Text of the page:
Export (0) Print
Expand All
Expand Minimize

Form.PictureType Property

Office 2007
You can use the PictureType property to specify whether Microsoft Access stores an object's picture as a linked or an embedded object. Read/write Byte.

Syntax

expression.PictureType

expression   A variable that represents a Form object.

Remarks

The PictureType property uses the following settings.

SettingDescription
0(Default) The picture is embedded in the object and becomes part of the database file.
1The picture is linked to the object. Microsoft Access stores a pointer to the location of the picture on the disk.

This property can be set only in form Design view or report Design view.

For controls, you can set the default for this property by using the default control style or the DefaultControl property in Visual Basic.

When this property is set to 0, the size of the database increases by the size of the picture file and, with some .wmf files, the size may increase as much as twice the size of the picture file. When this property is set to 1, there is no increase in the size of the database because Microsoft Access only saves a pointer to the picture's location on the disk.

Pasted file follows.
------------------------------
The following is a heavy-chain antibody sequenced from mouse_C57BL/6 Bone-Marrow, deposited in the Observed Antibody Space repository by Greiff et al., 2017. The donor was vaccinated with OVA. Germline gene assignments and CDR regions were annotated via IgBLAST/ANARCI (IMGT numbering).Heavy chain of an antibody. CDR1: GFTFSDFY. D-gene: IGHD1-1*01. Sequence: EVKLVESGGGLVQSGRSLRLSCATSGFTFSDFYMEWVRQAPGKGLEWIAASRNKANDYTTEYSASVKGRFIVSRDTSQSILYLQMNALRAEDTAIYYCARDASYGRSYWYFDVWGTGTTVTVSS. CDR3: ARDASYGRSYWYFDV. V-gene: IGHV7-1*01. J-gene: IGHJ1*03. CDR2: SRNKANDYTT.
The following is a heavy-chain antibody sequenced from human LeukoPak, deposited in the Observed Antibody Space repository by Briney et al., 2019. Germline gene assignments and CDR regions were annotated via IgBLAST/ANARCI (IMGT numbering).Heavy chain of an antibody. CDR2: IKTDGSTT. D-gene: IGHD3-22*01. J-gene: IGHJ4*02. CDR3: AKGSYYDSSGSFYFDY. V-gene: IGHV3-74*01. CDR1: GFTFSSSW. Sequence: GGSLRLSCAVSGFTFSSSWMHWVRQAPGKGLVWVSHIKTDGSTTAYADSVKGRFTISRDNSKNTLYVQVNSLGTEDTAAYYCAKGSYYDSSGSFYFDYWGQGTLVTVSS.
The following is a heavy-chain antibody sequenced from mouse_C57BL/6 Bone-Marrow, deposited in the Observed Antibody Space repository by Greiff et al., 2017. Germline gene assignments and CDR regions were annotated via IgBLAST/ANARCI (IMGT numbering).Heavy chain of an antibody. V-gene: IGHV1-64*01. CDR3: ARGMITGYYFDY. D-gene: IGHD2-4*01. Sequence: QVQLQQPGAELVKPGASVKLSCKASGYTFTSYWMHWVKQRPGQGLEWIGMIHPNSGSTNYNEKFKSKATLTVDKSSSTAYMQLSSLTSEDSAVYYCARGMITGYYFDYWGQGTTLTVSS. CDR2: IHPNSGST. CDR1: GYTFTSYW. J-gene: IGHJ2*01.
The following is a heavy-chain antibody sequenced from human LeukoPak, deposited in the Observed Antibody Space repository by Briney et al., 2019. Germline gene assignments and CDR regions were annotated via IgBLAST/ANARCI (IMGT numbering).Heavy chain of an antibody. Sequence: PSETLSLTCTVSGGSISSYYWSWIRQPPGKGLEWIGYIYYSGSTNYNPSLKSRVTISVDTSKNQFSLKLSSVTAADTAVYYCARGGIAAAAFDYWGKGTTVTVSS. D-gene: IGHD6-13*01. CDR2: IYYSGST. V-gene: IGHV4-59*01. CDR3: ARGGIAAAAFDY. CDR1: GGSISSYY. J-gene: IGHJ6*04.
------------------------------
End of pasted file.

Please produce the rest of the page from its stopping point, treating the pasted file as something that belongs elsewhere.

Bb215971.vs_note(en-us,office.12).gif  Note
If a linked file is moved to another location on the disk, you must re-establish the link by using the object's Picture property.

For embedded pictures, the object's PictureData property stores the individual bits that make up a picture's image. For linked pictures, this property stores the path to the picture's file.

You can modify a linked picture by using a separate application and changes to the picture will appear the next time the object containing that picture is displayed in the database.

Example

The following example links the picture in the "Customer Photo" image control on the "Order Entry" form to the picture on the disk. The picture is not part of the database file.

Visual Basic for Applications
Forms("Order Entry").Controls("Customer Photo").PictureType = 1


Community Additions

ADD
Show:
© 2014 Microsoft